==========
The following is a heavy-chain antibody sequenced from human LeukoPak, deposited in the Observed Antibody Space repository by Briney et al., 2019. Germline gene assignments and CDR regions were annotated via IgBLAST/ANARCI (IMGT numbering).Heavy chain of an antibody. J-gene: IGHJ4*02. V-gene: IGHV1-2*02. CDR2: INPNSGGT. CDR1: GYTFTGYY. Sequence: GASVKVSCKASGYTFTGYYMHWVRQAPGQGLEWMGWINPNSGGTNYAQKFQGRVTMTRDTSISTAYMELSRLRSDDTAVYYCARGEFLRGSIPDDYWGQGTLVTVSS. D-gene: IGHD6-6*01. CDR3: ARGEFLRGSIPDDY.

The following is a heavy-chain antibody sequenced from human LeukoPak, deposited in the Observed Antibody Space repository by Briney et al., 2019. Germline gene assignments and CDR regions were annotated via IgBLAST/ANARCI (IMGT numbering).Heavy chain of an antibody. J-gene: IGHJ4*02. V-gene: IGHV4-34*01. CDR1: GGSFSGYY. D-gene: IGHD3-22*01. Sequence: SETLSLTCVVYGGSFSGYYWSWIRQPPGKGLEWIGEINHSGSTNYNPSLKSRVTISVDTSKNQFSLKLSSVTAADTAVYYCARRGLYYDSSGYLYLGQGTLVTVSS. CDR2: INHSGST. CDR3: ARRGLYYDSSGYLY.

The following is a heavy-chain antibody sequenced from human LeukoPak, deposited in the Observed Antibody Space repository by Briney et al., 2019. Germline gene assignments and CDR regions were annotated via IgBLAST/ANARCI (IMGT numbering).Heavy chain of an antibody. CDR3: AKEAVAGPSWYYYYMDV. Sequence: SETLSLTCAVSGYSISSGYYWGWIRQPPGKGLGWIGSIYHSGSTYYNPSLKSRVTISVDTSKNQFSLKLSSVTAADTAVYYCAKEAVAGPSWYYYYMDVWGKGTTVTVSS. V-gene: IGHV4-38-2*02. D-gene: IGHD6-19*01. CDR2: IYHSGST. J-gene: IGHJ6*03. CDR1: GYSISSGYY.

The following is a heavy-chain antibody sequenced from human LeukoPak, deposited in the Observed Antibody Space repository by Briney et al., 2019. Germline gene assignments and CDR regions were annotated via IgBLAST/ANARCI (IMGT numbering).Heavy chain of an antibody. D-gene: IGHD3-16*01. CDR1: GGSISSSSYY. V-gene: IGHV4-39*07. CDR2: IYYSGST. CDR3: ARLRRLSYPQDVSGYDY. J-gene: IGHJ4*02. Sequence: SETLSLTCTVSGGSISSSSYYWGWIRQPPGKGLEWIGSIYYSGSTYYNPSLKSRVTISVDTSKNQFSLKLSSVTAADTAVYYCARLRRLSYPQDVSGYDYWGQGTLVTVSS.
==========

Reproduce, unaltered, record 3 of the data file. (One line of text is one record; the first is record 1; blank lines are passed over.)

The following is a heavy-chain antibody sequenced from human LeukoPak, deposited in the Observed Antibody Space repository by Briney et al., 2019. Germline gene assignments and CDR regions were annotated via IgBLAST/ANARCI (IMGT numbering).Heavy chain of an antibody. CDR3: AKEAVAGPSWYYYYMDV. Sequence: SETLSLTCAVSGYSISSGYYWGWIRQPPGKGLGWIGSIYHSGSTYYNPSLKSRVTISVDTSKNQFSLKLSSVTAADTAVYYCAKEAVAGPSWYYYYMDVWGKGTTVTVSS. V-gene: IGHV4-38-2*02. D-gene: IGHD6-19*01. CDR2: IYHSGST. J-gene: IGHJ6*03. CDR1: GYSISSGYY.